It was a lovely dawn, but it was cool. We needed long sleeves and pants, even if we were in Miami Beach. Fortified with hot coffee, we brought the dinghy up on deck. While Larry tied it down, I went through the boat making sure ports and hatches were closed. Larry turned on the engine shortly before 7AM.

Raising the anchor was a unique experience this time. Ordinarily, when Larry begins to pull the chain in, the boat slowly moves forward. Ordinarily, the anchor is somewhere in front of the boat, and the boat pulls backward on the rode. On this occasion, however, the tidal current had pushed the boat forward over the anchor, and the anchor was behind the boat. As the chain came in, the boat backed up. It was a weird feeling. We have learned that the price of a full keel is some strange action when anchored or moored. Generally speaking, if there are significant currents, the boat is influenced by them more than by the wind.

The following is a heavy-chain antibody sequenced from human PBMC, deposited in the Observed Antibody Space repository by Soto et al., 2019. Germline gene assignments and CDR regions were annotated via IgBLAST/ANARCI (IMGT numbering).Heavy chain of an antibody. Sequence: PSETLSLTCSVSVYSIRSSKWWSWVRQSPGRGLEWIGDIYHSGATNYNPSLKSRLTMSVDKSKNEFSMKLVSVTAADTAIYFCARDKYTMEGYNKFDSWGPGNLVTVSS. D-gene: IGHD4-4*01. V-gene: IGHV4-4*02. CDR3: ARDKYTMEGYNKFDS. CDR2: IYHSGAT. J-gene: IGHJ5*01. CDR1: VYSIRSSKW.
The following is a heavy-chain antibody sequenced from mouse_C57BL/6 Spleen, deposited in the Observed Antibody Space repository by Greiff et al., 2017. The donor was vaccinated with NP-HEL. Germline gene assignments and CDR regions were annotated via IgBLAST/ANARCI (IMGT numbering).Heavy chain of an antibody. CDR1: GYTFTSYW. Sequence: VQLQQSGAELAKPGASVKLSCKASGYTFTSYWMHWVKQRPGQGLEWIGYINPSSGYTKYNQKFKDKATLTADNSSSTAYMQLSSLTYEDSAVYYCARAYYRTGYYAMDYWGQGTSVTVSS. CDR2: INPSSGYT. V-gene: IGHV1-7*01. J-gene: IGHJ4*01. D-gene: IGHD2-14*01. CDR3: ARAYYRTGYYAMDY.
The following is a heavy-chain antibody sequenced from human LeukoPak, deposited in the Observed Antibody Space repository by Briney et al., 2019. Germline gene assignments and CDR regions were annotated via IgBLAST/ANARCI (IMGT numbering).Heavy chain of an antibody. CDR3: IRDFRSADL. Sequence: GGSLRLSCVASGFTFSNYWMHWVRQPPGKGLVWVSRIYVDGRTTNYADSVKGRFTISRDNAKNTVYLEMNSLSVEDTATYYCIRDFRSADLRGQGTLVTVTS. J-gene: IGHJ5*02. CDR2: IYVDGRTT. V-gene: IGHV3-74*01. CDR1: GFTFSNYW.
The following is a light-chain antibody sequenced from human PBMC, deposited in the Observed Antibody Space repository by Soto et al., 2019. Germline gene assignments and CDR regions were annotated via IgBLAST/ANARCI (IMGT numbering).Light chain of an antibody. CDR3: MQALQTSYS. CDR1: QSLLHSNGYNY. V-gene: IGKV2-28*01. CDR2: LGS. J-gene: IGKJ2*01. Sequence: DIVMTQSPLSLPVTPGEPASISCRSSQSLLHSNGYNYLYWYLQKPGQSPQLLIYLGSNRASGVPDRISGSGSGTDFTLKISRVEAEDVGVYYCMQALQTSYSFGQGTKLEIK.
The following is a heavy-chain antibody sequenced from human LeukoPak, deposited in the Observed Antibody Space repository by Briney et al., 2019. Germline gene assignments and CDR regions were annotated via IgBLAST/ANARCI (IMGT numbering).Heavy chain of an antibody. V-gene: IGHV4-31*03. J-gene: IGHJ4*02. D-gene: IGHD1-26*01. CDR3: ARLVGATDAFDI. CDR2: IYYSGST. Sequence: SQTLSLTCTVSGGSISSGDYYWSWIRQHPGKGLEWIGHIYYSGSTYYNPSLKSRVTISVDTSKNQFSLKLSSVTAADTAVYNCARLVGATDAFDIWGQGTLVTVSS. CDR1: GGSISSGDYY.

We enjoyed some more coffee as we glided past the little artificial islands. They are all quite attractive. We passed over the shallow spot with 2 feet of water to spare, turned south and passed the MacArthur Causeway Bridge and the railroad bridge right behind it. Then we were into the channel south of Dodge Island on our way to Fisher.

It was a gorgeous morning. The wind was 15-18 knots out of the northeast, just as predicted. The sun was gloriously shining in a clear sky with a few puffy clouds. A thought occurred to me. It wasn’t even 8AM yet. If we just kept going, we could be at Rodriquez Key in midafternoon.

“You know, we could just keep going,” I said.

Larry thought for a minute. “Is that what you want to do?”